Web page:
AR Suppresses p38 Phosphorylation/Activation During HCC Progression.

It is of great clinical relevance to seek the potential mechanisms by which the hepatic AR switches its function from promoting HCC initiation to suppressing HCC metastasis. We first examined AR expression in the human HCC patients (Supporting Table 1) and found highly expressed AR in the HCC primary tumors with sizes smaller than 3 cm diameter, which is in contrast to HCC metastatic tumors with much less AR expression (Supporting Table 2; Fig. 2A upper panels). Interestingly, we found p38 phosphorylation, an important HCC therapeutic target, showed reverse expression compared to AR (Supporting Table 2; Fig. 2A lower panel).

Figure 2.

Loss of AR leads to increased p38 phosphorylation and reduced anoikis. (A) AR and phospho-p38 (p-p38) expression in human HCC. The immunohistochemistry staining of AR and p-p38 expression in tumors less than 3 cm and metastatic tumors (left panels). The quantitative results of AR and p-p38 based on staining scoring (ranking 0≈3) in slides reviewed by two independent board-certified pathologists (right panels). *P-value significantly different (<0.05) comparing two groups. (B) Phospho-p38 (p-p38) and total p38 expression in HCC tumors of 30-, 40-, and 50-week-old mice (upper panel). The lower panel is the band densitometry quantitation of p-p38/p38 of AR+/y (n = 6) and L-AR−/y mice (n = 7) at each timepoint. Mean value of HCC in 30-week-old AR+/y mice was set as basal and compared. (C) Lentiviral transduction of vector (Vec) and mouse AR cDNA (mAR) in the hepatic cells from L-AR−/y HCC. Twenty μg total protein was loaded for sodium dodecyl sulfate-polyacrylamide gel electrophoresis (SDS-PAGE), and immunoblots were used to detect the protein levels of AR, p-p38, p38, and tubulin. (D) Anoikis was observed in the hepatic cultured cells from AR+/y mice treated with the p38 agonist anisomycin (10 μM). (E) Cell anoikis was observed using hepatic culture cells from liver tumors of 30- and 50-week-old AR+/y and L-AR−/y mice. (F) Cell anoikis was measured in the primary hepatic cells from AR+/y, with introduced lentiviral-based AR scAR or siRNA, and treated with/without anisomycin 10 μM (left panel). All the animal experiments were confirmed in at least three pairs of WT and LARKO littermates. Anoikis data were collected from three individual sets of experiments and standard deviation (SD) was applied to represent error bars. *Significant difference with P < 0.05.

An earlier study suggested that p38 phosphorylation/activation (p-p38) was enhanced during HCC progression.22 We also found that p-p38 increased from 30 weeks to 40 weeks and 50 weeks in our mice treated with carcinogen-DEN (Fig. 2B), and p38 was highly phosphorylated/activated in more malignant HCC (Supporting Fig. 1B). More important, we found loss of hepatic AR in L-AR−/y mice resulted in further increased p-p38 as compared with that in AR+/y mice at the age of 50 weeks (Fig. 2B). To confirm that loss of hepatic AR results in enhanced p-p38, primary HCC cells isolated from L-AR−/y mice were cultured and infected with lentiviral-AR cDNA. Figure 2C shows that the addition of AR cDNA resulted in the suppression of p-p38. Together, the results from Fig. 2A-C suggest that p38 is more active in the advanced state of HCC progression, and loss of hepatic AR could lead to enhanced p-p38.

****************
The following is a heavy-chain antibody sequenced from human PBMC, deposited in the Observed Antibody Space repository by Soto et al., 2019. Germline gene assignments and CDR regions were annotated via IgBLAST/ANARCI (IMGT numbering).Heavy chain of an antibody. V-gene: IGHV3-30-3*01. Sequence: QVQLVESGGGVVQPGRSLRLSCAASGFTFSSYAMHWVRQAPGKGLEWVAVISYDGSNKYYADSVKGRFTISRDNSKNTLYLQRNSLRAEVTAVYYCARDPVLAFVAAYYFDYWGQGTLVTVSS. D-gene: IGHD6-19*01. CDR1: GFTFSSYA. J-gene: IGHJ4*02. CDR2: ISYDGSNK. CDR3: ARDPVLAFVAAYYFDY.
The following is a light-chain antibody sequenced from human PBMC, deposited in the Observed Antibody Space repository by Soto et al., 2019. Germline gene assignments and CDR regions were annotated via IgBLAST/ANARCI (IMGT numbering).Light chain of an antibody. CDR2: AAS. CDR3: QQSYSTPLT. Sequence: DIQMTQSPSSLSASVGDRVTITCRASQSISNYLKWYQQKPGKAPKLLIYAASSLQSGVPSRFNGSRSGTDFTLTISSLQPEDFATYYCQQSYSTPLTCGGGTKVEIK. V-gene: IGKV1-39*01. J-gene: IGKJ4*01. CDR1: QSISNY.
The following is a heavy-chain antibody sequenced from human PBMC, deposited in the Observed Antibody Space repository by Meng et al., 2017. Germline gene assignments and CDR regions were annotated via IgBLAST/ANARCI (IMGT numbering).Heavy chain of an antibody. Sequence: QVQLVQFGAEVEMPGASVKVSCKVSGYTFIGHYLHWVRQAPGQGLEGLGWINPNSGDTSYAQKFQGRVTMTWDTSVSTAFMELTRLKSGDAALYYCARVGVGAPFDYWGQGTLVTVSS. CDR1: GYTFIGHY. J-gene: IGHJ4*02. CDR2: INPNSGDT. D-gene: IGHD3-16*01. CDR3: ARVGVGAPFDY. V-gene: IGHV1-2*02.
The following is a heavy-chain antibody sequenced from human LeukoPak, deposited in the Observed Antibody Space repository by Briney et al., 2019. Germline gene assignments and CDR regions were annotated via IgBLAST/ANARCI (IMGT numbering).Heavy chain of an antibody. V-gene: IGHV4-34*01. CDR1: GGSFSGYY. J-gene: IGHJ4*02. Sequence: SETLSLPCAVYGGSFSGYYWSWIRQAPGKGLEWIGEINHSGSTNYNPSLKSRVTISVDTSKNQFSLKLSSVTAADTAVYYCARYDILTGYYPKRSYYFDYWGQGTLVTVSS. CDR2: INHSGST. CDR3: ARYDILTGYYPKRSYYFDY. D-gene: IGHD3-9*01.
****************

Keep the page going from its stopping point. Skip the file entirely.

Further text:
AR Reverses p38-Mediated Cell Anoikis Resistance.

The pathophysiological consequences of AR-suppressed p-p38 in HCC were then examined by determining cell anoikis.23 We first demonstrated that p38 could modulate cell anoikis in primary cultured HCC cells isolated from AR+/y mice. As shown in Fig. 2D, addition of anisomycin, a p38 agonist,24 could reduce cell anoikis significantly. We then examined AR effects on cell anoikis using primary HCC cells from 30-week (early stage) and 50-week (premetastasis stage) -old mice. We found loss of hepatic AR resulted in differential suppression effects on cell anoikis in 50-week-old tumor cells (WT: L-AR−/y = 55% ± 6%: 20% ± 4%; P = 0.01) as compared with those at 30 weeks (WT: L-AR−/y = 78% ± 4%: 66% ± 6%; P = 0.045) (Fig. 2E). The AR differential suppression on two stages of cell anoikis reached statistical significance (P < 0.0001). Next, using small interfering RNA (siRNA) knockdown of AR (Supporting Fig. 1C) in 50-week-old primary WT tumor cells treated with anisomycin, we tested AR and p38 effects on cell anoikis. As shown in Fig. 2F, we found that anisomycin reduces anoikis in the 50-week-old WT mice scramble (sc)-treated hepatic cells (57% ± 8% to 39% ± 4%; P = 0.04). However, when comparing cells in the AR siRNA-treated groups we found that anisomycin has a more dramatic impact on reducing cell anoikis (36% ± 4% to 18% ± 0.4%; P = 0.01) (Fig. 2F). The AR-related anisomycin suppression on cell anoikis reached statistical significance (P = 0.03).